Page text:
The intoxicating I Am Love (Io sono l’amore) begins in winter. On a gray Milan day, snow encases the Recchis’ villa. But inside, the abode is glorious and bustling. Emma (Tilda Swinton) works with her servants to prepare a dinner in which her father-in-law (Gabriele Ferzetti) will name the successor to his business. Emma’s beautiful family arrives one by one, and the banquet proceeds.
No one seems to fit more into the Recchis’ immaculate lifestyle than Emma, a Russian transplant. She is close to her children, especially her confiding daughter Elisabetta (Alba Rohrwacher) and oldest son Edoardo (Flavio Parenti). He works for the Recchi business and supports his best friend Antonio’s (Edoardo Gabbriellini) efforts to start a new restaurant. Emma attends Antonio's family restaurant where his cooking affects her like an aphrodisiac.
I Am Love is a hypnotic addition to the oft told story of a woman’s awakening. As the film moves into and through the heights and depths of summer weather, several characters embark on a journey of self discovery and freedom. The dazzling score, featuring many pieces by John Adams, is as much a part of the movie as its imagery. While there are subtle commentaries on character, globalization, and classism, much of the symbolism is obvious. Birds flutter against church ceilings; moths fight against lamp shades. Gourmet food, naked bodies, and edenic scenery are lovingly illuminated.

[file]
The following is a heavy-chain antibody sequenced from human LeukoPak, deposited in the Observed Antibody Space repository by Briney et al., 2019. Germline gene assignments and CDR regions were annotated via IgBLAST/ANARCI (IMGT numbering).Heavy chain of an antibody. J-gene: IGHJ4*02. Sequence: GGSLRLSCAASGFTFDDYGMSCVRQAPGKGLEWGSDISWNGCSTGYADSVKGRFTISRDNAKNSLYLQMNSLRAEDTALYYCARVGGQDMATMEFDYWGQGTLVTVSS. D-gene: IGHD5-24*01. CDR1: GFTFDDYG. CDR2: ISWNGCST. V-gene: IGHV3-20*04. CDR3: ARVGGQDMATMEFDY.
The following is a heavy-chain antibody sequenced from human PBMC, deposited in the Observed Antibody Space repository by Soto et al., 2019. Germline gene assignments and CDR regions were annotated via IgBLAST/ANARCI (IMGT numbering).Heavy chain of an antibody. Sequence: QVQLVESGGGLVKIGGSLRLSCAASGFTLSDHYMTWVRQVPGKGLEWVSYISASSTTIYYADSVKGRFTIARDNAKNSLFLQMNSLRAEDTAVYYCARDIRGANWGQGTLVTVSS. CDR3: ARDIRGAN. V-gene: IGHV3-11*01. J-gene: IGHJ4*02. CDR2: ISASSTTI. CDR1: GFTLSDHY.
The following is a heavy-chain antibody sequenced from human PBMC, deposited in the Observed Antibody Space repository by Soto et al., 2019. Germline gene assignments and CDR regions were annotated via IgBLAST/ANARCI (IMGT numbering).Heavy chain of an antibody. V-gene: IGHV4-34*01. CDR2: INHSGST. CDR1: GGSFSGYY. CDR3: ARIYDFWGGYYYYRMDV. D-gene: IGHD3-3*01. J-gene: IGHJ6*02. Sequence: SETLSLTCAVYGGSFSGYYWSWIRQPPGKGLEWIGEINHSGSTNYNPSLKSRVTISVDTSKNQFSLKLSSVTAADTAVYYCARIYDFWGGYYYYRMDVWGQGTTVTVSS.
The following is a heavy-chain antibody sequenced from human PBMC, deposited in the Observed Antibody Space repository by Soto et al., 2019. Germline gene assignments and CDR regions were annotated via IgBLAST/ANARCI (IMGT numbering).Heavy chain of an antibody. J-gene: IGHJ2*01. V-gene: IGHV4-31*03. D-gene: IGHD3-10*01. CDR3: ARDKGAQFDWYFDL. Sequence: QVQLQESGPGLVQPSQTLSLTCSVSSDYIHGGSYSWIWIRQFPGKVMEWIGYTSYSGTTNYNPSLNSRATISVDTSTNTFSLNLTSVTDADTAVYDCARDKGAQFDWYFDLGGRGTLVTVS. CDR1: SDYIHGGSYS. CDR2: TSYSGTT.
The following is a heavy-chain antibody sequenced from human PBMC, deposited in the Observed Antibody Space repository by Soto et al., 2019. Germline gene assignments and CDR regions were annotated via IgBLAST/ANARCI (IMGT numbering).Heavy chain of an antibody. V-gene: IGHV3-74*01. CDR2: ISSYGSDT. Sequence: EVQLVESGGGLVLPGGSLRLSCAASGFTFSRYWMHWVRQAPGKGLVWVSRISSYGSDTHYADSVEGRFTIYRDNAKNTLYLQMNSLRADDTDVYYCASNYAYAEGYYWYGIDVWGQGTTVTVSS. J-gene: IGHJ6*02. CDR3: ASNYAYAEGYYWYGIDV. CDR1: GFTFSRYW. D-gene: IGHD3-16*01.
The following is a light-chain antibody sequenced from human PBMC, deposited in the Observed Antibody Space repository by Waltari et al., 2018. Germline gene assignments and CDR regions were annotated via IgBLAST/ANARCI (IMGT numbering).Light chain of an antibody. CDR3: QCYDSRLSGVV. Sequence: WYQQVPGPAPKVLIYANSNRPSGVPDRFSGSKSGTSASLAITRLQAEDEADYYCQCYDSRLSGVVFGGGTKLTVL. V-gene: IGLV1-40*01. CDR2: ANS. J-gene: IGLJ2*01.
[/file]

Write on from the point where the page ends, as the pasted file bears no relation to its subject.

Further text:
Because the dialogue is occasionally cliché, I Am Love works best when no explanations are given. Tilda Swinton is superb, and the attractive supporting cast is excellent. Italian director Luca Guadagnino’s highly dramatic film is not for everyone, but some will adore this sweeping symphony of transformation and love.